Front Page Titles (by Subject) MALADY—MEDICINE. - The Works of Voltaire, Vol. VI (Philosophical Dictionary Part 4)
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MALADY—MEDICINE. - Voltaire, The Works of Voltaire, Vol. VI (Philosophical Dictionary Part 4) 
The Works of Voltaire. A Contemporary Version. A Critique and Biography by John Morley, notes by Tobias Smollett, trans. William F. Fleming (New York: E.R. DuMont, 1901). In 21 vols. Vol. VI.
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I will suppose that a fair princess who never heard speak of anatomy is ill either from having eaten or danced too much, or having done too much of what several princesses occasionally do. I suppose the following controversy takes place:
Well, sir, the king pays you to attend to all this: fail not to put all things in their place, and to make my liquids circulate so that I may be comfortable. I warn you that I will not suffer with impunity.)
What! are you a physician, and can you prescribe nothing?)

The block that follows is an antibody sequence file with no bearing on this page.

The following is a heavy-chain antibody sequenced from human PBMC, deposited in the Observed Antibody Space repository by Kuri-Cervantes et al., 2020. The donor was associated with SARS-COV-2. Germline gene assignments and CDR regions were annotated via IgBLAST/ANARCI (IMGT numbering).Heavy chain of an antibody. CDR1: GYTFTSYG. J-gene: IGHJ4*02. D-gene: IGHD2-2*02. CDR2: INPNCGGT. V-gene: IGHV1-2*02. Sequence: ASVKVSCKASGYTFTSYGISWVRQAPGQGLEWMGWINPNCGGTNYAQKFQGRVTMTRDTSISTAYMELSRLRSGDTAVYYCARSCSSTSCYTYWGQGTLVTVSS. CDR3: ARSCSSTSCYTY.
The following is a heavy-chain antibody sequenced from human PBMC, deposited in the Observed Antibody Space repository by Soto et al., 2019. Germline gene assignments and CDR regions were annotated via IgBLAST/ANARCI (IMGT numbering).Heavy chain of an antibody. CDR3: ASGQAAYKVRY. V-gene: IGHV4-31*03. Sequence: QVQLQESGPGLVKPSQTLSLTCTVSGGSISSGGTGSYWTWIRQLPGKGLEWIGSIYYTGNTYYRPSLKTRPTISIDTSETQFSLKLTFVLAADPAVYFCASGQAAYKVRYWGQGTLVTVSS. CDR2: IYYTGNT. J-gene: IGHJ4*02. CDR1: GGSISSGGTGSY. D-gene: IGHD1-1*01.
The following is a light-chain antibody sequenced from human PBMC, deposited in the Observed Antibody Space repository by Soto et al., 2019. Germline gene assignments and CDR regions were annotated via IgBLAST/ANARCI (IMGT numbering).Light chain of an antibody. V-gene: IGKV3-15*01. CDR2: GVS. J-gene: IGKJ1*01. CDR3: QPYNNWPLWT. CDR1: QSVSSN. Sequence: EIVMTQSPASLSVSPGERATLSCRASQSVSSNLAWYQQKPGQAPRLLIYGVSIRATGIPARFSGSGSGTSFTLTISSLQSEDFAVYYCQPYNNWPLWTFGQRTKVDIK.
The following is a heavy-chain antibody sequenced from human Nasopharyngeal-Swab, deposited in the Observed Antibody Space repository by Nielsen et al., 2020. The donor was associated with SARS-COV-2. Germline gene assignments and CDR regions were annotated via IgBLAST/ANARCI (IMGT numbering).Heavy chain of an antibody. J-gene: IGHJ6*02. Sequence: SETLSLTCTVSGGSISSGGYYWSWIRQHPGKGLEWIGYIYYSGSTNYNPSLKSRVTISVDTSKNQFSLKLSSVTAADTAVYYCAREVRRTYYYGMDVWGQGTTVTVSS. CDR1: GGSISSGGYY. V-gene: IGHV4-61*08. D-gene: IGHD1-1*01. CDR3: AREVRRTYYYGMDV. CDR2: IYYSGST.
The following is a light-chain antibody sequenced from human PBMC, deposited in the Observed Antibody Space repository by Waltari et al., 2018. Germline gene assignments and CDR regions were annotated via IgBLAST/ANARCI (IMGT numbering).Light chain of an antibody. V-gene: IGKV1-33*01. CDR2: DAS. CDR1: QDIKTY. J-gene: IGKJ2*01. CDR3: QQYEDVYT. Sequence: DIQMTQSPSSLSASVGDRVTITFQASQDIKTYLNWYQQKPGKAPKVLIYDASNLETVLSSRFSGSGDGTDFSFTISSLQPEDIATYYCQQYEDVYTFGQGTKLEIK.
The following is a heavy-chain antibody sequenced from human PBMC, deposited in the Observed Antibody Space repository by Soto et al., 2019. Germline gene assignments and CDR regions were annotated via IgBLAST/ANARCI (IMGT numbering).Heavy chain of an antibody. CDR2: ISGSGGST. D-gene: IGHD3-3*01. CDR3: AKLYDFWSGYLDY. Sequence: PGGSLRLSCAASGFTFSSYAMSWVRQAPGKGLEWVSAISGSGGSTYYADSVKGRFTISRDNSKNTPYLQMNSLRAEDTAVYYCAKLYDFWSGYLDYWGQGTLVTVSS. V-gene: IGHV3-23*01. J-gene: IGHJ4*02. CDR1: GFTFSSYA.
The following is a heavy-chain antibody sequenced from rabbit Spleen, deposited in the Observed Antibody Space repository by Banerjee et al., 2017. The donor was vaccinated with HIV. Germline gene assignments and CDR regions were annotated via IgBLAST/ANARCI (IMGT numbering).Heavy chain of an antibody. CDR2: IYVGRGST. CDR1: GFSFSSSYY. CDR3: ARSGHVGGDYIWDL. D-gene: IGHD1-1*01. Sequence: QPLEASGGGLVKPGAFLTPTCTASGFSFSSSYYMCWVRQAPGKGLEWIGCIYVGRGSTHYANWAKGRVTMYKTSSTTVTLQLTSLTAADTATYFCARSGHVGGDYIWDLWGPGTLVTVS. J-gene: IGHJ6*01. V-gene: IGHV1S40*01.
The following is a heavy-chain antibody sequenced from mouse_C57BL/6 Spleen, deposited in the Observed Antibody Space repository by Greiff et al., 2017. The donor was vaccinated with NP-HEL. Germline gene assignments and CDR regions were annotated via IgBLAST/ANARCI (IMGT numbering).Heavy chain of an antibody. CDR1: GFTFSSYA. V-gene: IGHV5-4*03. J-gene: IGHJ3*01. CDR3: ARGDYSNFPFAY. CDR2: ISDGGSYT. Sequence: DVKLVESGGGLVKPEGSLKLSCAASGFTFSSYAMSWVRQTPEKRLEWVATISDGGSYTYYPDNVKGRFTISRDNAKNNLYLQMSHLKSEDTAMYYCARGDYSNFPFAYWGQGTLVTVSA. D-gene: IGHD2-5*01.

You make me tremble; I believed that physicians cured all maladies.)
What! all these secrets for purifying the blood, of which my ladies have spoken to me; this Baume de Vie of the Sieur de Lievre; these packets of the Sieur Arnauld; all these pills so much praised by femmes de chambre—)
But there are specifics?)
In what, then, consists medicine?)
There are, however, salutary things, and others hurtful?)
You puff not your merchandise. You are an honest man. When I am queen, I will make you my first physician.)
Let nature be your first physician. It is she who made all. Of those who have lived beyond a hundred years, none were of the faculty. The king of France has already buried forty of his physicians, as many chief physicians, besides physicians of the establishment, and others.
And, truly, I hope to bury you also.